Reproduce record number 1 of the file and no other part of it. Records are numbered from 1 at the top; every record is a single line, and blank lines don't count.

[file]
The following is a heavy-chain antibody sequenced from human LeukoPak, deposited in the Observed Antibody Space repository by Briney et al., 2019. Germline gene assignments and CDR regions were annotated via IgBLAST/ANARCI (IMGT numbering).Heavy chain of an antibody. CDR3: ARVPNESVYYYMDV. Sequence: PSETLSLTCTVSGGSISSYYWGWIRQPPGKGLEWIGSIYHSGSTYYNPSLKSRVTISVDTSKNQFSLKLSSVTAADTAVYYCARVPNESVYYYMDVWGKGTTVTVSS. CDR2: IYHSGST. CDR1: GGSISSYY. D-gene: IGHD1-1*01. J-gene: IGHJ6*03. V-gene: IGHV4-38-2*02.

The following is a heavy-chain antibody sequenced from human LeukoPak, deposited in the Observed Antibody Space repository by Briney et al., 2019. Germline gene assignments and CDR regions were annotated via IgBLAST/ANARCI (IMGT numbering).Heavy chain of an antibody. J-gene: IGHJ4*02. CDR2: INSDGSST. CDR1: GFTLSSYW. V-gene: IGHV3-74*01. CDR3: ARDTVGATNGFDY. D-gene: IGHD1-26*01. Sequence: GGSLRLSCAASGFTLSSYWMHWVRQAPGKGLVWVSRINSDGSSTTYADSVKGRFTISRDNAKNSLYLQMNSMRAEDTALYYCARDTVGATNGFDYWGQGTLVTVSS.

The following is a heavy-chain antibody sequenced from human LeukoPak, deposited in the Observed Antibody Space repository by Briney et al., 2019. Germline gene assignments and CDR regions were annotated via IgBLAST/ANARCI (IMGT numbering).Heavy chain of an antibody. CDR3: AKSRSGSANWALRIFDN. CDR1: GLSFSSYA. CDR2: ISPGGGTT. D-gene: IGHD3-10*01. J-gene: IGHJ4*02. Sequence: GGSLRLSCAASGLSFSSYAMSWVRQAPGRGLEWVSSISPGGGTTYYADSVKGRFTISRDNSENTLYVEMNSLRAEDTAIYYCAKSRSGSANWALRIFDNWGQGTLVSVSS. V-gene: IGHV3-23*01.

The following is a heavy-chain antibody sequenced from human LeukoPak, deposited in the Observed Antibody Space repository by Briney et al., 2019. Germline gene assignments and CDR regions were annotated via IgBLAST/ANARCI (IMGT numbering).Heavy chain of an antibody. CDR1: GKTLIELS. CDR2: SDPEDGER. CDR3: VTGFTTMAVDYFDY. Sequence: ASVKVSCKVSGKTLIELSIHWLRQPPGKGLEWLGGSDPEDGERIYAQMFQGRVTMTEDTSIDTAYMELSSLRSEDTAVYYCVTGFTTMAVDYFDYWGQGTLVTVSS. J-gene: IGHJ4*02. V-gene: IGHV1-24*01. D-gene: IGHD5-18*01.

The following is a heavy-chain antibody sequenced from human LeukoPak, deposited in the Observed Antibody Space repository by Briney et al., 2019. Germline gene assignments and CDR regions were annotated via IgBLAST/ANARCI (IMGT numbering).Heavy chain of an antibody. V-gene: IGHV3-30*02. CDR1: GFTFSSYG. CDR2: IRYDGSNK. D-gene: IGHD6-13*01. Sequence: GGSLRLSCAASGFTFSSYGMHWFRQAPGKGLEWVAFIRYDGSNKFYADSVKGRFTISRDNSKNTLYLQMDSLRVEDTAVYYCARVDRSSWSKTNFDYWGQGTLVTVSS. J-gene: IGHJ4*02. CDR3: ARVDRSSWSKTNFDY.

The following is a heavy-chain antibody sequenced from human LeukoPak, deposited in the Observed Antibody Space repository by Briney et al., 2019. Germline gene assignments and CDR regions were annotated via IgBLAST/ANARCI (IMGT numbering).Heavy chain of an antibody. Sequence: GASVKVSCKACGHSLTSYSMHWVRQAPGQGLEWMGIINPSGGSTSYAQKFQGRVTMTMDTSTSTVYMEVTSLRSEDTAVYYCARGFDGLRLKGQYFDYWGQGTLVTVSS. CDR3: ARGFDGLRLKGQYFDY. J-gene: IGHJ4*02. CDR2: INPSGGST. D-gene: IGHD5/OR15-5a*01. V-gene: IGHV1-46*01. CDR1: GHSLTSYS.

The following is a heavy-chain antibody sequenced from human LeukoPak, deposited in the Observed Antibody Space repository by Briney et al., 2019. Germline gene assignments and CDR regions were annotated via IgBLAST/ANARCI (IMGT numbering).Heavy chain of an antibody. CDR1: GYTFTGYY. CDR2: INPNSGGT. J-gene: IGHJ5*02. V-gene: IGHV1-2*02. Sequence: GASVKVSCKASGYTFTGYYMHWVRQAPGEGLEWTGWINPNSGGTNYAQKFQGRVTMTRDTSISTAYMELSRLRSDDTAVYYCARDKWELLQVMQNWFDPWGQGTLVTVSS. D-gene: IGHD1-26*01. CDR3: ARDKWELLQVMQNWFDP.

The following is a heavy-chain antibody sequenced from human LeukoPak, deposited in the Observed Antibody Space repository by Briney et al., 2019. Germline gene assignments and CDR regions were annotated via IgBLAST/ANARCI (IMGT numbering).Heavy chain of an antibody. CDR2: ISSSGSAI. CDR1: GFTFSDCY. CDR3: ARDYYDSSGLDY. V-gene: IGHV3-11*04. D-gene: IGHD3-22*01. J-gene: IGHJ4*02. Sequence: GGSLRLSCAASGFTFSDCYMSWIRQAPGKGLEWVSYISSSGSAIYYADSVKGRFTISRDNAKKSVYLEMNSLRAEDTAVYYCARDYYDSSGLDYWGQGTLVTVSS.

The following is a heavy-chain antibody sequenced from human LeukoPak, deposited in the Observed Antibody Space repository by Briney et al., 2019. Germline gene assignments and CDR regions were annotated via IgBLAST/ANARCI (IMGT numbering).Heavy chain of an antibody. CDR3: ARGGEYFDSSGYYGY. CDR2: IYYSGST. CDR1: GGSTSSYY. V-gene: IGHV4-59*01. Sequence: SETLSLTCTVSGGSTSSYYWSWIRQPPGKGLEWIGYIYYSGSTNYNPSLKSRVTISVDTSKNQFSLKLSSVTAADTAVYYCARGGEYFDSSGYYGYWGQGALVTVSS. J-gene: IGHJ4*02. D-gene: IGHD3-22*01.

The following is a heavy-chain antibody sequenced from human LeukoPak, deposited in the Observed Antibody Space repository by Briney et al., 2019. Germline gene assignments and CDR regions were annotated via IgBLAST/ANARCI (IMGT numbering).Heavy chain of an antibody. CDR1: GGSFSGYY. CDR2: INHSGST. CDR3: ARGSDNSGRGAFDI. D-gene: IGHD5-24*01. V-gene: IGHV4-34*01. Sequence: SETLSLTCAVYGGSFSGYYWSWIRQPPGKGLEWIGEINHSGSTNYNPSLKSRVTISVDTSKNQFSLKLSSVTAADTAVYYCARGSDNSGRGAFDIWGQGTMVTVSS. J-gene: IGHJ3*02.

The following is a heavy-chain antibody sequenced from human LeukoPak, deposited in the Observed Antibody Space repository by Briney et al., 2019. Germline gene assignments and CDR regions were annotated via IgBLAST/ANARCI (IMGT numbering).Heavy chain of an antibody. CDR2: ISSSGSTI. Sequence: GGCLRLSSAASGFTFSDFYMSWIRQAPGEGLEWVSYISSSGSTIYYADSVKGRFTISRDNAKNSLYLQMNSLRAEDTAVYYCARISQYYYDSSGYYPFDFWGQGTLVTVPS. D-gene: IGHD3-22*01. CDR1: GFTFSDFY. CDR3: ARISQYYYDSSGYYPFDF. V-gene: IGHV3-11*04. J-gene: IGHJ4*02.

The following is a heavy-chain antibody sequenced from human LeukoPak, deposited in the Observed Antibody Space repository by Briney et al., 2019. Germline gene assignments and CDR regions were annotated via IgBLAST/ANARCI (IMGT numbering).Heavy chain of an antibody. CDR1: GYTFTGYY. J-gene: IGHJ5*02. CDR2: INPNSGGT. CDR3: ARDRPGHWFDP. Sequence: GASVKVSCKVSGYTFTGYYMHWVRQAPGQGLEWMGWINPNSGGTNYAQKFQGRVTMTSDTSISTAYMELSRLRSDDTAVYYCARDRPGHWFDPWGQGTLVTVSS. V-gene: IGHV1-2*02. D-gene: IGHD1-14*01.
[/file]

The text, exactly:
The following is a heavy-chain antibody sequenced from human LeukoPak, deposited in the Observed Antibody Space repository by Briney et al., 2019. Germline gene assignments and CDR regions were annotated via IgBLAST/ANARCI (IMGT numbering).Heavy chain of an antibody. CDR3: ARVPNESVYYYMDV. Sequence: PSETLSLTCTVSGGSISSYYWGWIRQPPGKGLEWIGSIYHSGSTYYNPSLKSRVTISVDTSKNQFSLKLSSVTAADTAVYYCARVPNESVYYYMDVWGKGTTVTVSS. CDR2: IYHSGST. CDR1: GGSISSYY. D-gene: IGHD1-1*01. J-gene: IGHJ6*03. V-gene: IGHV4-38-2*02.